The satellite's goal is to extend the successful mission of the Kepler Space Telescope by observing stars and monitoring them for temporary drops in brightness caused by planetary transits.
The satellite, developed by scientists at Massachusetts Institute of Technology (MIT) in the U.S., aims to discover thousands of nearby exoplanets, including at least 50 Earth-sized ones. This telescope should be ready for launch by the year's end. Kepler has found more than 5000 exoplanet candidates so far, and confirmed about half of them. Last year, the company had 18 launches; if today's goes as planned, it will have eight on the year, translating to a 2018 average of one launch every two weeks. Its observation area is 400 times larger than that of Kepler.
Illustration of what TESS might look like in orbit.
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Scientists expect that the TESS telescope will continue Kepler's work and discover thousands of other Earth-like and super-Earth-sized exoplanets.
NASA predicts that TESS could discover in excess of 50 Earth-examined planets and to 500 planets not as much as double the extent of the Earth. TESS, like its predecessor Kepler, is to track down planets outside our solar system.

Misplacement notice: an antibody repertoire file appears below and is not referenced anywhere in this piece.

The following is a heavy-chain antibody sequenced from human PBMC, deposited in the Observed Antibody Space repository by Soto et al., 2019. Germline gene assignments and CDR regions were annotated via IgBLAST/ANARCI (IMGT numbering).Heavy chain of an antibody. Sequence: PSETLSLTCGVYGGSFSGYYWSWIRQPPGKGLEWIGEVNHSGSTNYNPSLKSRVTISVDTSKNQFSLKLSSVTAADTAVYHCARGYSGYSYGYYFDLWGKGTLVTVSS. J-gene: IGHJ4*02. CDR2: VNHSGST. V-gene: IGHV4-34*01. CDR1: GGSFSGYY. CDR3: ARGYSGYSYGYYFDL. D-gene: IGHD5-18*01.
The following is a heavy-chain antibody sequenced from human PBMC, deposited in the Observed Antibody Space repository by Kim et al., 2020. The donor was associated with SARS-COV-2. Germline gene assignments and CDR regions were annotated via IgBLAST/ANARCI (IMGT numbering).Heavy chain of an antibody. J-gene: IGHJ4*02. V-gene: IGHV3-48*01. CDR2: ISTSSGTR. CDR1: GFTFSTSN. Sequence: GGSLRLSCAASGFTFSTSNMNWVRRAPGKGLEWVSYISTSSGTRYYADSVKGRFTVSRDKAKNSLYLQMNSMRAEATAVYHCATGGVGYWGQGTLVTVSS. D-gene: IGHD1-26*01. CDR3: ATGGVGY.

"The most interesting thing about these TESS discoveries is gonna be how close they are and the fact that their host stars are gonna be bright relative to those Kepler stars". Additional follow-up with ground- and space-based missions, including NASA's James Webb Space Telescope, will also allow astronomers to study the atmospheres of many of these planets.
The telescope was created by MIT University, which also has the scientific responsibility for the $ 337 million mission cost, headed by astrophysicist George Ricker, in collaboration with NASA's Goddard Space Flight Center. If we know their radii and we know their mass, then we can talk about their density and what their likely composition is. The TESS mission is expected to find planets ranging from small, rocky worlds to giant planets, showcasing the diversity of planets in the galaxy.
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There are many definitions of an Earth-like exoplanet. "We're on this scenic tour of the whole sky, and in some ways we have no idea what we will see". "Tess will tell us where and when to point", CHEOPS project scientist Kate Isaak says.
If it doesn't launch Wednesday, NASA still has a launch window for nearly every other day this week.
But the needle in the haystack, the Holy Grail, will be finding planets in what's called the Goldilocks zone, orbiting just far enough from their parent stars where it's not too hot or too cold but just right to possibly sustain life.
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